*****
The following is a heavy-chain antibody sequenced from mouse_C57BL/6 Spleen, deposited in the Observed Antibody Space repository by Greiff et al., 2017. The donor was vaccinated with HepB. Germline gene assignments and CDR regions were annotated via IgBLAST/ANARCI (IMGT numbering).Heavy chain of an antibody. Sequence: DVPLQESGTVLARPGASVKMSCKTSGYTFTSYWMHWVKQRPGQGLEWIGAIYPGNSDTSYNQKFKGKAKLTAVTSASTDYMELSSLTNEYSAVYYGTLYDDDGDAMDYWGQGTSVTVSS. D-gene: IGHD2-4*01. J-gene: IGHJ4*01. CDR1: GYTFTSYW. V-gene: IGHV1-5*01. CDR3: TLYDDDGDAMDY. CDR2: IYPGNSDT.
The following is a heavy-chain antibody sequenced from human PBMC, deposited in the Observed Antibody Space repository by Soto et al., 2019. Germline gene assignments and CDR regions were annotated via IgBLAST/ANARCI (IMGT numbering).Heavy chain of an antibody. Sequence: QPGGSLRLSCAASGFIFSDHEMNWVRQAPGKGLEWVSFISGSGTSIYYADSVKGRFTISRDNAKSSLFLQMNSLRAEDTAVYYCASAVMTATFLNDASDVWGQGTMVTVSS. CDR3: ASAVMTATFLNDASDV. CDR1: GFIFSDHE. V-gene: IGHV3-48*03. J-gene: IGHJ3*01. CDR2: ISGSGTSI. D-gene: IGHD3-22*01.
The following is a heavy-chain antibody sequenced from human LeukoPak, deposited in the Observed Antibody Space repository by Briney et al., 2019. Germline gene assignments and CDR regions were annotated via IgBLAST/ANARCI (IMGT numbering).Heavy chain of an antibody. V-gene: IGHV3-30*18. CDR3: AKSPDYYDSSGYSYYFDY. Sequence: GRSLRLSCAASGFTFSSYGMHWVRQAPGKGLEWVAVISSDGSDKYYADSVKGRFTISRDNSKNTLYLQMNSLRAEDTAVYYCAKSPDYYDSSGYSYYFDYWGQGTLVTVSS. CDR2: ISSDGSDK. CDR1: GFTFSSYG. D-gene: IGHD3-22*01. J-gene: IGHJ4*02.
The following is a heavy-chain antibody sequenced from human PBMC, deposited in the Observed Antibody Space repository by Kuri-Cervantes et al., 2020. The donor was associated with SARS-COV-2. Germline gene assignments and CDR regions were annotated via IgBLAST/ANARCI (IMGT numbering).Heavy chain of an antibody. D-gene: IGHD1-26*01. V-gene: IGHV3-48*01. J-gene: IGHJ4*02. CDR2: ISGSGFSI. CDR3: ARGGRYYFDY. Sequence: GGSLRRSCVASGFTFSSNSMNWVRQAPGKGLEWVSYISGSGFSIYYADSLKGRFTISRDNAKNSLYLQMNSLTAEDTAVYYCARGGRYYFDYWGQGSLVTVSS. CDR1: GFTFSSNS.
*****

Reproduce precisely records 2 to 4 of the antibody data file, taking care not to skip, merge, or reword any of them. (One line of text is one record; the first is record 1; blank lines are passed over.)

The following is a heavy-chain antibody sequenced from human PBMC, deposited in the Observed Antibody Space repository by Soto et al., 2019. Germline gene assignments and CDR regions were annotated via IgBLAST/ANARCI (IMGT numbering).Heavy chain of an antibody. Sequence: QPGGSLRLSCAASGFIFSDHEMNWVRQAPGKGLEWVSFISGSGTSIYYADSVKGRFTISRDNAKSSLFLQMNSLRAEDTAVYYCASAVMTATFLNDASDVWGQGTMVTVSS. CDR3: ASAVMTATFLNDASDV. CDR1: GFIFSDHE. V-gene: IGHV3-48*03. J-gene: IGHJ3*01. CDR2: ISGSGTSI. D-gene: IGHD3-22*01.
The following is a heavy-chain antibody sequenced from human LeukoPak, deposited in the Observed Antibody Space repository by Briney et al., 2019. Germline gene assignments and CDR regions were annotated via IgBLAST/ANARCI (IMGT numbering).Heavy chain of an antibody. V-gene: IGHV3-30*18. CDR3: AKSPDYYDSSGYSYYFDY. Sequence: GRSLRLSCAASGFTFSSYGMHWVRQAPGKGLEWVAVISSDGSDKYYADSVKGRFTISRDNSKNTLYLQMNSLRAEDTAVYYCAKSPDYYDSSGYSYYFDYWGQGTLVTVSS. CDR2: ISSDGSDK. CDR1: GFTFSSYG. D-gene: IGHD3-22*01. J-gene: IGHJ4*02.
The following is a heavy-chain antibody sequenced from human PBMC, deposited in the Observed Antibody Space repository by Kuri-Cervantes et al., 2020. The donor was associated with SARS-COV-2. Germline gene assignments and CDR regions were annotated via IgBLAST/ANARCI (IMGT numbering).Heavy chain of an antibody. D-gene: IGHD1-26*01. V-gene: IGHV3-48*01. J-gene: IGHJ4*02. CDR2: ISGSGFSI. CDR3: ARGGRYYFDY. Sequence: GGSLRRSCVASGFTFSSNSMNWVRQAPGKGLEWVSYISGSGFSIYYADSLKGRFTISRDNAKNSLYLQMNSLTAEDTAVYYCARGGRYYFDYWGQGSLVTVSS. CDR1: GFTFSSNS.